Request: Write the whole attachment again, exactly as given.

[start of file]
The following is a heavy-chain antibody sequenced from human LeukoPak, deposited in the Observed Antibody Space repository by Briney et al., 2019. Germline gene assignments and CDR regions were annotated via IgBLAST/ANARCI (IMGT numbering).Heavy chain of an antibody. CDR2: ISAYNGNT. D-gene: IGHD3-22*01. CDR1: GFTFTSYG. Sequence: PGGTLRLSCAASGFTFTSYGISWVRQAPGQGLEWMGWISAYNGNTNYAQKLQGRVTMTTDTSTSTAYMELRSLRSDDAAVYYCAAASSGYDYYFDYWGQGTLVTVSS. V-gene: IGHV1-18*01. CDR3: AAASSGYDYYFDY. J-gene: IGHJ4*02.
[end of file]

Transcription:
The following is a heavy-chain antibody sequenced from human LeukoPak, deposited in the Observed Antibody Space repository by Briney et al., 2019. Germline gene assignments and CDR regions were annotated via IgBLAST/ANARCI (IMGT numbering).Heavy chain of an antibody. CDR2: ISAYNGNT. D-gene: IGHD3-22*01. CDR1: GFTFTSYG. Sequence: PGGTLRLSCAASGFTFTSYGISWVRQAPGQGLEWMGWISAYNGNTNYAQKLQGRVTMTTDTSTSTAYMELRSLRSDDAAVYYCAAASSGYDYYFDYWGQGTLVTVSS. V-gene: IGHV1-18*01. CDR3: AAASSGYDYYFDY. J-gene: IGHJ4*02.